Vegan marshmallows, dairy-free cheese crackers and locally sourced baked treats — the highlights of Georgia 4-H’s 2017 Food Product Development Contest read like a list of the top food trends of 2017.
Inspired by the dietary needs and interests of their friends and neighbors, three teams of Georgia 4-H’ers met at the University of Georgia Department of Food Science and Technology in Athens, Georgia, last week to showcase their newly developed food products.
“Vegan marshmallows, dairy-free cheese crackers — this is where things are headed,” Chef Jorge Noriega, executive chef of UGA Dining Services, told the 4-H’ers who gathered for the finals on May 12. “As a chef, I can’t comprehend why anyone would want a dairy-free cracker, but that’s me as a chef, and I can’t think about just myself. I have to think about my customer base, and that’s what you guys are doing.”
The contest requires each team of senior Georgia 4-H’ers to develop a novel food product as well as a full marketing plan and production and distribution plan for that product. Food industry and food science experts then rate each team’s presentation based on the product’s potential success in the market.
Some of the teams, like Floyd County 4-H Club’s “S’mores n One” team, have worked on perfecting their recipes and plans all year. Other teams, like the Chatham County 4-H’s GAP2 team, with their Georgia-grown scone and muffin hybrid, the “scuffin,” have worked on their food product for the past three years.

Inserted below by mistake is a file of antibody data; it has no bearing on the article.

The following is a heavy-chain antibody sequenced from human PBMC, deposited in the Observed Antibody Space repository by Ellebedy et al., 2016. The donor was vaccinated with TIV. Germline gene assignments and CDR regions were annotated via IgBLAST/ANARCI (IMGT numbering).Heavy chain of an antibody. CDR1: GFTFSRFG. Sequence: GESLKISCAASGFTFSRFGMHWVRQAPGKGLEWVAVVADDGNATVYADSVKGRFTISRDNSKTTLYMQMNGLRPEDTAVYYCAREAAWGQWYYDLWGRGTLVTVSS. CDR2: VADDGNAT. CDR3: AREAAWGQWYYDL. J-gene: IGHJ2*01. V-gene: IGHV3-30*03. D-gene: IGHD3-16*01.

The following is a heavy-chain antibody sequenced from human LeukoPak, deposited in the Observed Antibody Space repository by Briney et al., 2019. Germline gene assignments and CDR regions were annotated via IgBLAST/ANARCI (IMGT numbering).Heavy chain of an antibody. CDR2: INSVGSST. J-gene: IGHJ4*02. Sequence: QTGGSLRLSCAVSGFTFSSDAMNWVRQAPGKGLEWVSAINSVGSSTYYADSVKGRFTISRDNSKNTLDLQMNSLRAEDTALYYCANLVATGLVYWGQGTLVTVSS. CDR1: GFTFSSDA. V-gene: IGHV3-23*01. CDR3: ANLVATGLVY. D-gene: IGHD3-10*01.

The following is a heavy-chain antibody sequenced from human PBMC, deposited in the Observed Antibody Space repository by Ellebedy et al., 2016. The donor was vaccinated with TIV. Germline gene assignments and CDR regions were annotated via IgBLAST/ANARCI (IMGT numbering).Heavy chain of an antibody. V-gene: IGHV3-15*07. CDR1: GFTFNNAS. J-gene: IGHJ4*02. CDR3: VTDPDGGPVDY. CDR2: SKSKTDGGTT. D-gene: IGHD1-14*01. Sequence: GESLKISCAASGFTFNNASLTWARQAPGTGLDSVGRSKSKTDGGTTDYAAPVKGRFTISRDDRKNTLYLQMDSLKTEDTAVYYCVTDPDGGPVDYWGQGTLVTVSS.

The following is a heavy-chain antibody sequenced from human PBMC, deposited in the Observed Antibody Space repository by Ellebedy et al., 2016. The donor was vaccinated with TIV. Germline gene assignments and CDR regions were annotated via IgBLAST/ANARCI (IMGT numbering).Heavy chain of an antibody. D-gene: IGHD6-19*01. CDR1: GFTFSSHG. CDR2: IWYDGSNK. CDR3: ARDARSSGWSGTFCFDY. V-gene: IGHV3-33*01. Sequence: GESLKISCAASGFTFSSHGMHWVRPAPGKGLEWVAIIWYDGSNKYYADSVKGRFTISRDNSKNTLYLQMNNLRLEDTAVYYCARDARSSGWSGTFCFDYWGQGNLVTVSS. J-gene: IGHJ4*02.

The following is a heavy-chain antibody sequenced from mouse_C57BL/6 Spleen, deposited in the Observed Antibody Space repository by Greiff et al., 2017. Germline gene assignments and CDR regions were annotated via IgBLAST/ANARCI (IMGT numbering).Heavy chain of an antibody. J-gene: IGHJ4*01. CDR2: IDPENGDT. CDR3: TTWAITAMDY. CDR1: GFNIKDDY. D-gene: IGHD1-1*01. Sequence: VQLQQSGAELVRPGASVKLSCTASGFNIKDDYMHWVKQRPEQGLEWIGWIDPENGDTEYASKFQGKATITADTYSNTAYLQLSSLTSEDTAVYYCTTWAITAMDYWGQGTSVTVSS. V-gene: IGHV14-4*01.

This year the GAP2 team won first place in the state competition with their line of “scuffins,” which include blueberries, peanuts, peaches and ginger, all sourced from southeast Georgia.
The team conceived their baked goods line in 2014 and have been tweaking their marketing plan and recipe ever since.
“The third time is the charm, and we finally won,” said team member Faythe Robinson, a senior at Windsor Forest High School in Savannah, Georgia. “It feels like the heaviest weight has been lifted.”
The Savannah-based team includes Robinson; Ashley Johnson, a junior at Savannah Arts Academy; Anna Morris, a home-schooled student with dual enrollment at Armstrong State University; Amari McDonald, a senior at Woodville-Tompkins High School with dual enrollment at Point University in West Point, Georgia; and Sonte Davis, a senior at Savannah Early College High School with dual enrollment at Savannah State University.
“These youth are well on their way to careers in food development,” said UGA Cooperative Extension 4-H Youth Development specialist Cheryl Varnadoe, who has organized the contest for more than a decade. “We hope that many of them will choose to attend UGA and study food science.”
For more information about the wide range of programs offered by Georgia 4-H, visit www.georgia4H.org.